While extensive commemorations are being held on Monday in the United States and elsewhere in the world to mark the fifth anniversary of the Sept. 11 attacks, many Belgian newspapers questioned the legitimacy of continuing to pursue the so-called war on terror and urged politicians to re-focus on development instead of destruction.
Almost all of Belgium's major newspapers on Monday ran 9/11-related stories on their front pages and covered remembrance services held in Belgium and other parts of the world. One of the services was due to take place at the American Embassy in Brussels on Monday afternoon, and is to be attended by Belgian Prime Minister Guy Verhofstadt.
In their editorials, many newspapers pointed to the apparent failure to produce a safer and more harmonized world by the so-called war on terror.
Flemish daily Het Belang van Limburg reviewed the war in Afghanistan, Iraq and the countless attacks since the 2001 hijackings. It said many of the alleged links to Islamic terrorists turned out to be false.
The newspaper said it was "time for Europe to act", suggesting that the continent could reach a pact with the Middle East nations to fight the many wrongs and the hopeless poverty in the region.
Similar opinion appeared on the De Standaard newspaper, which said the more pressing issue was the elimination of poverty rather than terrorism.
Its editorial said the significance of the 9/11 attacks should be put into perspective. It said 9/11 killed close to 3,000 people while hunger killed 17,000 children every day.
The paper said war did nobody any good, as was proved once again in the latest conflict in Lebanon. The world needed to handle the poverty problem first by helping and supporting democracy as well as promoting development, the paper said.
"It is now time to build up hope and build on what was destroyed earlier," it added.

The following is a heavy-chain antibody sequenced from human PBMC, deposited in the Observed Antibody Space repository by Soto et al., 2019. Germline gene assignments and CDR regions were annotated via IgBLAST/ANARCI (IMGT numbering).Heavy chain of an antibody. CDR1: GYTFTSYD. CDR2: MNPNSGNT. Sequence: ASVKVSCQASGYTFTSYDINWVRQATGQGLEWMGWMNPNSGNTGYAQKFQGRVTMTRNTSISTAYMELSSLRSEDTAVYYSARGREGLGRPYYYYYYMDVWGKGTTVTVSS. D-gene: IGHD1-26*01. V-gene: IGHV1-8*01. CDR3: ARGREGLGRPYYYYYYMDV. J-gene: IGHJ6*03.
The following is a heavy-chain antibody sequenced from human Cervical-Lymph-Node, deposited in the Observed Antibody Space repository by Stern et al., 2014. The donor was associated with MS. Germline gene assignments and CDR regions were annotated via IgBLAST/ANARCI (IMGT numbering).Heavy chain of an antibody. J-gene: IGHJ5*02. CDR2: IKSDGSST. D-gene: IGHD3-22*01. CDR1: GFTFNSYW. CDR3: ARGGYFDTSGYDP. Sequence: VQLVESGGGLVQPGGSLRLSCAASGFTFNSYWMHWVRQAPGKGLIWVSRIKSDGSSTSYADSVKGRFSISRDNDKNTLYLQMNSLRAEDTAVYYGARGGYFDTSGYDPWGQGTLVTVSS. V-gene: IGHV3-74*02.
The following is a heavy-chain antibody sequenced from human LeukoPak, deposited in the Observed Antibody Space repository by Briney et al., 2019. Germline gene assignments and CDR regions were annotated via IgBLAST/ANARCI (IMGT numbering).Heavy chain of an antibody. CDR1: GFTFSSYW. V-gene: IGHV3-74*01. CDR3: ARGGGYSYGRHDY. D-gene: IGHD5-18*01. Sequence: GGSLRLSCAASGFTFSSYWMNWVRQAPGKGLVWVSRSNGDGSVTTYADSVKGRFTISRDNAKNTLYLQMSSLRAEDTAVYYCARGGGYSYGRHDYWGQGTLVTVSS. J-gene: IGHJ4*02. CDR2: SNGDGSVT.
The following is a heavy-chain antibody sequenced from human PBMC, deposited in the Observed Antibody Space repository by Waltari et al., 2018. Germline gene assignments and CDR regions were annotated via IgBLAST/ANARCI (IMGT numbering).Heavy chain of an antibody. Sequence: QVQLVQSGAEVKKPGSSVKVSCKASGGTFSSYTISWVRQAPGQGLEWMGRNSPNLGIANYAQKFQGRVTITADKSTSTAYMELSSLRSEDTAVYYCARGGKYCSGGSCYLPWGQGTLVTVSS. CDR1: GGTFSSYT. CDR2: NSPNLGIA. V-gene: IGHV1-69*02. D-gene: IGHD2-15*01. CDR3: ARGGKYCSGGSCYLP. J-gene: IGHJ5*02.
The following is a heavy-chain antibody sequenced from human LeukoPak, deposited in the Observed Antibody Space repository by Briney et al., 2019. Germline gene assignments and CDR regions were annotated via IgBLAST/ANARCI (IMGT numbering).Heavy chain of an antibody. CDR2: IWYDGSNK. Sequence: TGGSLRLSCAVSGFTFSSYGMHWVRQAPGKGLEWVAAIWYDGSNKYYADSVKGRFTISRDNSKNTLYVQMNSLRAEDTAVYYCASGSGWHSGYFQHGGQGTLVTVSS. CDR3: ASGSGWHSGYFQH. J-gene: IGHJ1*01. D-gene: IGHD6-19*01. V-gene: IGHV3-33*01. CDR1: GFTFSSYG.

Het Nieuwsblad questioned what the battle against terrorism had yielded five years after 9/11.
The paper described terror as a powerful weapon in the hands of unscrupulous manipulators which helped them mobilize the desperate. "Terror is an illness, a feverish attack on an insane world that needs to be treated," it said.
The paper preferred reconstruction to destruction. It said the president of the world's largest superpower should be less biased and act more constructively.
Another daily, Het Volk, rejected the rationale behind the war on terror. It said the continuing war against terror, combined with biased thinking, "will only lead to a war between the West and the Islamic world which is just what Bin Laden wanted in the first place".
The paper called for a halt to the global battle, first led by an immediate withdrawal of all foreign troops from Iraq.
Gazet van Antwerpen daily, meanwhile, said it was important to get over the shock and scare of terrorist attacks, and maintain a normal life.
Holding a "life goes on" outlook was of much greater significance than the attacks themselves, it said.
La Libre Belgique turned the microscope toward Belgium itself, saying the country was not without blame in the spread of terrorism.
It said Belgium frequently functioned as a hiding place for terrorists and many young extremists for the Jihad were recruited here.
"Let's point the finger at ourselves first", concluded the paper.